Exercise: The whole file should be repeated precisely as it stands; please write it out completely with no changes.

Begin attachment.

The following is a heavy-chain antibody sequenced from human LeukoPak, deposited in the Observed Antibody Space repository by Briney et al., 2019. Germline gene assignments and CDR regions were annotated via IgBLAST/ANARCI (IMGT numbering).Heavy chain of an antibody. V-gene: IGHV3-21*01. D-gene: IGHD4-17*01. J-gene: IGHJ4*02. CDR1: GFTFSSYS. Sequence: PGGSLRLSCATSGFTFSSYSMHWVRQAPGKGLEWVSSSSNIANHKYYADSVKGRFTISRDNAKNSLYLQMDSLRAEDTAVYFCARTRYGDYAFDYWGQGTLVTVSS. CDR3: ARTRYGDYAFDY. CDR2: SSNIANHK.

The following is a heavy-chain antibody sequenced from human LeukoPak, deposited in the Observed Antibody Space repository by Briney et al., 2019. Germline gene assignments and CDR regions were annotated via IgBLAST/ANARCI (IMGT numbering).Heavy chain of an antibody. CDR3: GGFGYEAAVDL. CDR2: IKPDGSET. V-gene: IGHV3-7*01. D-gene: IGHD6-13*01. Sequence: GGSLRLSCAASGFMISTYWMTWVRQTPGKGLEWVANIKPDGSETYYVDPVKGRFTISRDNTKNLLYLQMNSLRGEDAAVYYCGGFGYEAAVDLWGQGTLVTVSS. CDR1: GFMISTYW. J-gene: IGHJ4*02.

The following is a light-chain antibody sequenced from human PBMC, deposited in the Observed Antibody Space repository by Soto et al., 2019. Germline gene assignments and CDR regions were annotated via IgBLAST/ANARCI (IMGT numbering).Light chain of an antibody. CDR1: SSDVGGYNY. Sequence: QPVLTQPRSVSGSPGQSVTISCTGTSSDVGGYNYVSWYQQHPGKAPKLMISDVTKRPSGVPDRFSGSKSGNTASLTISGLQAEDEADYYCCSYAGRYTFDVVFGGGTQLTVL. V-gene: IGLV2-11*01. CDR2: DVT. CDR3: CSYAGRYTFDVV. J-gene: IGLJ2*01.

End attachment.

The following is a heavy-chain antibody sequenced from human LeukoPak, deposited in the Observed Antibody Space repository by Briney et al., 2019. Germline gene assignments and CDR regions were annotated via IgBLAST/ANARCI (IMGT numbering).Heavy chain of an antibody. V-gene: IGHV3-21*01. D-gene: IGHD4-17*01. J-gene: IGHJ4*02. CDR1: GFTFSSYS. Sequence: PGGSLRLSCATSGFTFSSYSMHWVRQAPGKGLEWVSSSSNIANHKYYADSVKGRFTISRDNAKNSLYLQMDSLRAEDTAVYFCARTRYGDYAFDYWGQGTLVTVSS. CDR3: ARTRYGDYAFDY. CDR2: SSNIANHK.

The following is a heavy-chain antibody sequenced from human LeukoPak, deposited in the Observed Antibody Space repository by Briney et al., 2019. Germline gene assignments and CDR regions were annotated via IgBLAST/ANARCI (IMGT numbering).Heavy chain of an antibody. CDR3: GGFGYEAAVDL. CDR2: IKPDGSET. V-gene: IGHV3-7*01. D-gene: IGHD6-13*01. Sequence: GGSLRLSCAASGFMISTYWMTWVRQTPGKGLEWVANIKPDGSETYYVDPVKGRFTISRDNTKNLLYLQMNSLRGEDAAVYYCGGFGYEAAVDLWGQGTLVTVSS. CDR1: GFMISTYW. J-gene: IGHJ4*02.

The following is a light-chain antibody sequenced from human PBMC, deposited in the Observed Antibody Space repository by Soto et al., 2019. Germline gene assignments and CDR regions were annotated via IgBLAST/ANARCI (IMGT numbering).Light chain of an antibody. CDR1: SSDVGGYNY. Sequence: QPVLTQPRSVSGSPGQSVTISCTGTSSDVGGYNYVSWYQQHPGKAPKLMISDVTKRPSGVPDRFSGSKSGNTASLTISGLQAEDEADYYCCSYAGRYTFDVVFGGGTQLTVL. V-gene: IGLV2-11*01. CDR2: DVT. CDR3: CSYAGRYTFDVV. J-gene: IGLJ2*01.